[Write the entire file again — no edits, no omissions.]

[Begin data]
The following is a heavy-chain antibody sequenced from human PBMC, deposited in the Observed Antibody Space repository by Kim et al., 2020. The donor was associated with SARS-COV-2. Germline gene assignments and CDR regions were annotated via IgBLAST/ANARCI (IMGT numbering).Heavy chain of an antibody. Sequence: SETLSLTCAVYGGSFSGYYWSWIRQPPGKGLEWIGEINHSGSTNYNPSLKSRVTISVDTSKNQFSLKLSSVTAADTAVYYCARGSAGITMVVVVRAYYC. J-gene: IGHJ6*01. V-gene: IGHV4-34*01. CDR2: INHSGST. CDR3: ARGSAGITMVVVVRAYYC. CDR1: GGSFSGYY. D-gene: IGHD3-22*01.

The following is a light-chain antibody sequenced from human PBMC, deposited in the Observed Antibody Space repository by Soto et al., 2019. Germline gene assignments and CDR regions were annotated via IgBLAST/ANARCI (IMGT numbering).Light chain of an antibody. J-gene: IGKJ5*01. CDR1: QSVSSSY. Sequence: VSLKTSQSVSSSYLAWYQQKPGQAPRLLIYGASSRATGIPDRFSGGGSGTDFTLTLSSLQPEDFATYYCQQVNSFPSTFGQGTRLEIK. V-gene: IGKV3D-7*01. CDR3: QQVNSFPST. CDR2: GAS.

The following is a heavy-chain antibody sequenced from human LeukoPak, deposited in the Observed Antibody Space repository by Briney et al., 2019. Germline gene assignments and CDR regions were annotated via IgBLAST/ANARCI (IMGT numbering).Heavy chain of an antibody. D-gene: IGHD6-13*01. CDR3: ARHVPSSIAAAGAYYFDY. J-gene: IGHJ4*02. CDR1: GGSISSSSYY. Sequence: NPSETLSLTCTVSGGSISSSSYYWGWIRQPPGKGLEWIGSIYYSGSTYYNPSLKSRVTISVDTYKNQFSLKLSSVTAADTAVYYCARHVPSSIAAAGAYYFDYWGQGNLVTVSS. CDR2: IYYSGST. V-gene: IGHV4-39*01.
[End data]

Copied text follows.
The following is a heavy-chain antibody sequenced from human PBMC, deposited in the Observed Antibody Space repository by Kim et al., 2020. The donor was associated with SARS-COV-2. Germline gene assignments and CDR regions were annotated via IgBLAST/ANARCI (IMGT numbering).Heavy chain of an antibody. Sequence: SETLSLTCAVYGGSFSGYYWSWIRQPPGKGLEWIGEINHSGSTNYNPSLKSRVTISVDTSKNQFSLKLSSVTAADTAVYYCARGSAGITMVVVVRAYYC. J-gene: IGHJ6*01. V-gene: IGHV4-34*01. CDR2: INHSGST. CDR3: ARGSAGITMVVVVRAYYC. CDR1: GGSFSGYY. D-gene: IGHD3-22*01.

The following is a light-chain antibody sequenced from human PBMC, deposited in the Observed Antibody Space repository by Soto et al., 2019. Germline gene assignments and CDR regions were annotated via IgBLAST/ANARCI (IMGT numbering).Light chain of an antibody. J-gene: IGKJ5*01. CDR1: QSVSSSY. Sequence: VSLKTSQSVSSSYLAWYQQKPGQAPRLLIYGASSRATGIPDRFSGGGSGTDFTLTLSSLQPEDFATYYCQQVNSFPSTFGQGTRLEIK. V-gene: IGKV3D-7*01. CDR3: QQVNSFPST. CDR2: GAS.

The following is a heavy-chain antibody sequenced from human LeukoPak, deposited in the Observed Antibody Space repository by Briney et al., 2019. Germline gene assignments and CDR regions were annotated via IgBLAST/ANARCI (IMGT numbering).Heavy chain of an antibody. D-gene: IGHD6-13*01. CDR3: ARHVPSSIAAAGAYYFDY. J-gene: IGHJ4*02. CDR1: GGSISSSSYY. Sequence: NPSETLSLTCTVSGGSISSSSYYWGWIRQPPGKGLEWIGSIYYSGSTYYNPSLKSRVTISVDTYKNQFSLKLSSVTAADTAVYYCARHVPSSIAAAGAYYFDYWGQGNLVTVSS. CDR2: IYYSGST. V-gene: IGHV4-39*01.